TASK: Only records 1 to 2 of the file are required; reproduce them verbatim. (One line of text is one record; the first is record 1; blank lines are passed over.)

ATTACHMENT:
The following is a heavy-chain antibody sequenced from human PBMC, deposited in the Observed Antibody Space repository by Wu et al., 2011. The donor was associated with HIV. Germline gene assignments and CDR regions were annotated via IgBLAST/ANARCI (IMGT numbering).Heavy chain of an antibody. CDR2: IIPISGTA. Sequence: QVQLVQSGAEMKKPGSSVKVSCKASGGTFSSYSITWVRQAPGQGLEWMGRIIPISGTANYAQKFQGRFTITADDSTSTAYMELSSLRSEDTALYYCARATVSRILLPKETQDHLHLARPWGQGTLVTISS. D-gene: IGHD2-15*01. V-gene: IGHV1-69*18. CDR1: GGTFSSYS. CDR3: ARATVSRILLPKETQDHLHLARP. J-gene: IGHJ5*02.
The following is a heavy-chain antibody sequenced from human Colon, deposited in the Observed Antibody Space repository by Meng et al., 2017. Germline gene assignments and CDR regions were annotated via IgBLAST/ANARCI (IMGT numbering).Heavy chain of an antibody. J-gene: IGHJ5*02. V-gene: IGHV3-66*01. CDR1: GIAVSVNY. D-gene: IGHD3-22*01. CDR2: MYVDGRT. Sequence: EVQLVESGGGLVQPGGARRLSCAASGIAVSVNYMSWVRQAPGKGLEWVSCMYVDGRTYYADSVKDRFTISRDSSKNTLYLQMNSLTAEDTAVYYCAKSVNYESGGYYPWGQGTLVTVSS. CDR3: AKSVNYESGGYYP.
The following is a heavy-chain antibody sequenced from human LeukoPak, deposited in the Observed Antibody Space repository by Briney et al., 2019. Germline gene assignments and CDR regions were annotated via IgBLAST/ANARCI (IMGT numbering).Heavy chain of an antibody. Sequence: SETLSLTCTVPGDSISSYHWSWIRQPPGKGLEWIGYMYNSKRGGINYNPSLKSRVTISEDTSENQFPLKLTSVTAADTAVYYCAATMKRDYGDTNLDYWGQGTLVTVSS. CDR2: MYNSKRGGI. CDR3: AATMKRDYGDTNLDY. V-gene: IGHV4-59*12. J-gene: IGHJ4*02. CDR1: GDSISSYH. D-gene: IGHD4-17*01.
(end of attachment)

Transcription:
The following is a heavy-chain antibody sequenced from human PBMC, deposited in the Observed Antibody Space repository by Wu et al., 2011. The donor was associated with HIV. Germline gene assignments and CDR regions were annotated via IgBLAST/ANARCI (IMGT numbering).Heavy chain of an antibody. CDR2: IIPISGTA. Sequence: QVQLVQSGAEMKKPGSSVKVSCKASGGTFSSYSITWVRQAPGQGLEWMGRIIPISGTANYAQKFQGRFTITADDSTSTAYMELSSLRSEDTALYYCARATVSRILLPKETQDHLHLARPWGQGTLVTISS. D-gene: IGHD2-15*01. V-gene: IGHV1-69*18. CDR1: GGTFSSYS. CDR3: ARATVSRILLPKETQDHLHLARP. J-gene: IGHJ5*02.
The following is a heavy-chain antibody sequenced from human Colon, deposited in the Observed Antibody Space repository by Meng et al., 2017. Germline gene assignments and CDR regions were annotated via IgBLAST/ANARCI (IMGT numbering).Heavy chain of an antibody. J-gene: IGHJ5*02. V-gene: IGHV3-66*01. CDR1: GIAVSVNY. D-gene: IGHD3-22*01. CDR2: MYVDGRT. Sequence: EVQLVESGGGLVQPGGARRLSCAASGIAVSVNYMSWVRQAPGKGLEWVSCMYVDGRTYYADSVKDRFTISRDSSKNTLYLQMNSLTAEDTAVYYCAKSVNYESGGYYPWGQGTLVTVSS. CDR3: AKSVNYESGGYYP.